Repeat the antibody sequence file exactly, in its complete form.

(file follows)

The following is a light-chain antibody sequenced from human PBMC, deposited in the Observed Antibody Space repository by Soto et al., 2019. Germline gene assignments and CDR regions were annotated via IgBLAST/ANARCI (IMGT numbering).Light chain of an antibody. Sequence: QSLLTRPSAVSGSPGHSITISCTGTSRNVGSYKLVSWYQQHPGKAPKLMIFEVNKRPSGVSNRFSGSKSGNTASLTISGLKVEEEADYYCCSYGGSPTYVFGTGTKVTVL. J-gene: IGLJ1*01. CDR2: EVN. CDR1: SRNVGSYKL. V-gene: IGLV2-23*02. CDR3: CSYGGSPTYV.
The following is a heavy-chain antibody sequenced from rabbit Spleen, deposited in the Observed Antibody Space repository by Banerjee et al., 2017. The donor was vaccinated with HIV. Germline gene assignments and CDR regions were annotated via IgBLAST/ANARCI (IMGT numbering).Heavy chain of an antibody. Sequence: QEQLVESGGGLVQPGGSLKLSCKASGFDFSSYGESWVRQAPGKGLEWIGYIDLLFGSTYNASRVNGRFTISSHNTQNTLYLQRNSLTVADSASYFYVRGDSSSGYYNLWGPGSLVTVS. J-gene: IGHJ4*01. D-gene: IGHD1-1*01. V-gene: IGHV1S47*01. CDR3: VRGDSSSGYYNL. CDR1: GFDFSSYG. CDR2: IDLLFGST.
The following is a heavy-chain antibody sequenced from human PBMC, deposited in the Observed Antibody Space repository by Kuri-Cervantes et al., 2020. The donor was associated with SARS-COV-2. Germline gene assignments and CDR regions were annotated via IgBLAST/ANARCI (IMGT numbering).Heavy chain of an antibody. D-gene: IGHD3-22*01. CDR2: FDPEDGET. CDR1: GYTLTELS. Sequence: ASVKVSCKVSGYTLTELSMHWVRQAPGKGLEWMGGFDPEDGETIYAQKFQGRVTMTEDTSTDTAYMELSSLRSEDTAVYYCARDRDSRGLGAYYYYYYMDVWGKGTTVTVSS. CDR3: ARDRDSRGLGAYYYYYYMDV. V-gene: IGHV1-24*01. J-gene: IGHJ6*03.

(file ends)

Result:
The following is a light-chain antibody sequenced from human PBMC, deposited in the Observed Antibody Space repository by Soto et al., 2019. Germline gene assignments and CDR regions were annotated via IgBLAST/ANARCI (IMGT numbering).Light chain of an antibody. Sequence: QSLLTRPSAVSGSPGHSITISCTGTSRNVGSYKLVSWYQQHPGKAPKLMIFEVNKRPSGVSNRFSGSKSGNTASLTISGLKVEEEADYYCCSYGGSPTYVFGTGTKVTVL. J-gene: IGLJ1*01. CDR2: EVN. CDR1: SRNVGSYKL. V-gene: IGLV2-23*02. CDR3: CSYGGSPTYV.
The following is a heavy-chain antibody sequenced from rabbit Spleen, deposited in the Observed Antibody Space repository by Banerjee et al., 2017. The donor was vaccinated with HIV. Germline gene assignments and CDR regions were annotated via IgBLAST/ANARCI (IMGT numbering).Heavy chain of an antibody. Sequence: QEQLVESGGGLVQPGGSLKLSCKASGFDFSSYGESWVRQAPGKGLEWIGYIDLLFGSTYNASRVNGRFTISSHNTQNTLYLQRNSLTVADSASYFYVRGDSSSGYYNLWGPGSLVTVS. J-gene: IGHJ4*01. D-gene: IGHD1-1*01. V-gene: IGHV1S47*01. CDR3: VRGDSSSGYYNL. CDR1: GFDFSSYG. CDR2: IDLLFGST.
The following is a heavy-chain antibody sequenced from human PBMC, deposited in the Observed Antibody Space repository by Kuri-Cervantes et al., 2020. The donor was associated with SARS-COV-2. Germline gene assignments and CDR regions were annotated via IgBLAST/ANARCI (IMGT numbering).Heavy chain of an antibody. D-gene: IGHD3-22*01. CDR2: FDPEDGET. CDR1: GYTLTELS. Sequence: ASVKVSCKVSGYTLTELSMHWVRQAPGKGLEWMGGFDPEDGETIYAQKFQGRVTMTEDTSTDTAYMELSSLRSEDTAVYYCARDRDSRGLGAYYYYYYMDVWGKGTTVTVSS. CDR3: ARDRDSRGLGAYYYYYYMDV. V-gene: IGHV1-24*01. J-gene: IGHJ6*03.